Saturday, December 30, 2023

Looking back...

One of the unwritten rules for bloggers and those on social media, an etiquette if you will, seems to require that the final post of the year should be a contemplative look back over the last 12 months and to plan forward into the coming year.

I've not posted for a few weeks because, to be quite frank, I am struggling to think of something to write about, let alone something 'contemplative'.

Its not that there have been no high or low lights, its just that I am having a bit of a writers block. 

You might have noticed in several recent posts, I have only been doing a 'been there, seen that' type of style. I really do wish I could find a way to be more engaging. So, there's a plan for 2024. Try to make posts more interesting and engaging! Just how, I'm not sure yet, but, dear reader, I will try....

Right, 2023. 

As the year comes to a close, I can feel very lucky in that there have been no major dramas with health for me and my family though a very close friend has suffered a life changing, but hopefully manageable 'glitch' in the machine.

 As I rapidly approach the opening of my 7th decade (what!) I am expecting, like a car with high mileage, some things might start to give, but we can cross those bridges as they arise. At the minute, I have a clean MOT and for that I am thankful.

On the wildlife front, after all that is the purpose of this blog, the year has been quite good. Not a classic, but not bad either. The majority of my observations have been local, usually within a few miles of home, with an odd exception and holiday, such as the trips away to Ardnamurchan in June followed by a fortnight in Suffolk in September, where both brought some great wildlife experiences.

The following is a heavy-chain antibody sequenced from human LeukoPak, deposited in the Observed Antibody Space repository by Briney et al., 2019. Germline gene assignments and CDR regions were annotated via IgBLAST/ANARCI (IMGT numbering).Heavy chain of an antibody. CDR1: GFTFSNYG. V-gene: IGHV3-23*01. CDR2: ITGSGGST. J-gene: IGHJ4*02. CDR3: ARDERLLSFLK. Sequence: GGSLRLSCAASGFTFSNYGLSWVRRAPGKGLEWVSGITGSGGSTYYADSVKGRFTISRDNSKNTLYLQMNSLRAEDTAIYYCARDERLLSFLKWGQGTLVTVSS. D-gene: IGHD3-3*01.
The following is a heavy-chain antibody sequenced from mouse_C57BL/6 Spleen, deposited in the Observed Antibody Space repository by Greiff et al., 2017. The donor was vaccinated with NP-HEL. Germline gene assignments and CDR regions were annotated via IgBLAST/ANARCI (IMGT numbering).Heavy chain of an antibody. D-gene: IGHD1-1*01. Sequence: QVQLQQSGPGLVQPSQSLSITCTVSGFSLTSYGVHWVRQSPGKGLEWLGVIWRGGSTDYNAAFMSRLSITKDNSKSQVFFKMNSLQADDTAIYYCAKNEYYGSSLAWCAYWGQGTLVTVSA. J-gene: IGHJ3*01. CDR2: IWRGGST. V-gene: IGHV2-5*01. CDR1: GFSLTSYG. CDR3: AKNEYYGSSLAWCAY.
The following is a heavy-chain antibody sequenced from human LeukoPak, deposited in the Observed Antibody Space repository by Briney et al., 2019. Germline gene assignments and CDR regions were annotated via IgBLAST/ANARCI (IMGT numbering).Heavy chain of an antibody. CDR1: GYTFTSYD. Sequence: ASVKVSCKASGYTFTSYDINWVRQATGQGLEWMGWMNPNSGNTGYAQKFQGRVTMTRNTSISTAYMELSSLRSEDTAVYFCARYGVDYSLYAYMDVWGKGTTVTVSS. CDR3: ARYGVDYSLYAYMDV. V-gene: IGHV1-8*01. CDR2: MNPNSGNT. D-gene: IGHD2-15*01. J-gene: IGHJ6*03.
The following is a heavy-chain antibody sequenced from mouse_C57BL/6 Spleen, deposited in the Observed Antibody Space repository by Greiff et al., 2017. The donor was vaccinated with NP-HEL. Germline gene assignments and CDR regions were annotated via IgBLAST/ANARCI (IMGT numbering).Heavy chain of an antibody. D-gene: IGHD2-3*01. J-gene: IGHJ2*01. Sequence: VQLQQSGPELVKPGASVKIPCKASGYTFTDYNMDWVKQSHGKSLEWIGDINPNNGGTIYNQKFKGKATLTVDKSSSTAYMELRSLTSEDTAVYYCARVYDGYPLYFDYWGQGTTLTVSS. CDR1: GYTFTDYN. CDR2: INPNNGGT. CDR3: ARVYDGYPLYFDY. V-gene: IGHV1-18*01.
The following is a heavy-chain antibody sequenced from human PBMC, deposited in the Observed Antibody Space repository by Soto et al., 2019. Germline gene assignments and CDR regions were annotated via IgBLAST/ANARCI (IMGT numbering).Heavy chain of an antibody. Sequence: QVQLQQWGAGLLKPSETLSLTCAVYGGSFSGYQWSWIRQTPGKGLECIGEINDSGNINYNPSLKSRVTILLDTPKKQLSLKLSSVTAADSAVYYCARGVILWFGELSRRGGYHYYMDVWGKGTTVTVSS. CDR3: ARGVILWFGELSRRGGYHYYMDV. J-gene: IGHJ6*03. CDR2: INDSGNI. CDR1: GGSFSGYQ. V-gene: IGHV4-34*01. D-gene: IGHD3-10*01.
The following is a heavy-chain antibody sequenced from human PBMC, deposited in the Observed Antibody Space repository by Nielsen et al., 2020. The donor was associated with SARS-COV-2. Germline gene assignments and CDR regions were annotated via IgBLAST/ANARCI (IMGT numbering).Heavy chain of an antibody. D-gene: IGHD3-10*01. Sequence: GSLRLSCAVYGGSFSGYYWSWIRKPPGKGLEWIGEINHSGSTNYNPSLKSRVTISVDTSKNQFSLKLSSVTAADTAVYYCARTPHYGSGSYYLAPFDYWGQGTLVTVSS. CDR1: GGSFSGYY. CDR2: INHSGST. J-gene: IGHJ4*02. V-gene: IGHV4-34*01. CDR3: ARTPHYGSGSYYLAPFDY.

Two bird lifers came my way during the year with the Grey headed Lapwing at Low Newton, 6 miles from home, and the Brown Booby at North Gare, my only out of county twitch. New, other long awaited, Northumberland ticks were the Alpine Swift at Bamburgh and the Red breasted Goose at Elwick. 

Both very unexpected lifers above, who knows what 2024 might bring...

Drilling this theme down, there were no patch ticks this year, but there were some nice highlights including two great new birds for the garden with a brief Siberian Stonechat and an also brief male Firecrest both in October. On the downside, this is my third year without a Yellow browed Warbler on patch and laziness meant that a few common species were missed too such as Wigeon. My excuse is that we were away for the last two weeks of September when most birds come through on passage during seawatches.

Sibe Stonechat of one form or another as seen from the kitchen window.

Other patch 'goodies' were Russian Whitefronts over the garden, the 2nd Egyptian Goose for the patch, Hobby, Sabine's Gull, Great Shearwater, a brace of Grey Phalaropes, Northern Bullfinch, 40 odd Waxwings and a great flock of 22 Snow Buntings. Not too bad within 1km of my house.

Moths were quite good too with 10 new species for the garden. This list included a first for Northumberland ( vice counties 67 and 68) and no less than 4 firsts for vc68 alone.

Cream bordered Green Pea 1st for Northumberland, Dusky Thorn 1st for VC68, European Corn borer, 1st VC68, 4th Northumberland and Tissue.

Throw into the mix a few new plants, some great spiders for Northumberland, beetles etc and the whole 12 months hasn't been too bad at all.

Episinus angulatus 1st Northumberland, Euophrys frontalis, Uluborus plumipes, Pholcus phalangoides

As for an absolute favourite wildlife encounter in 2023? Encounters with one family in the summer remain top of the pops and don't come any better than this.   Please see - Here



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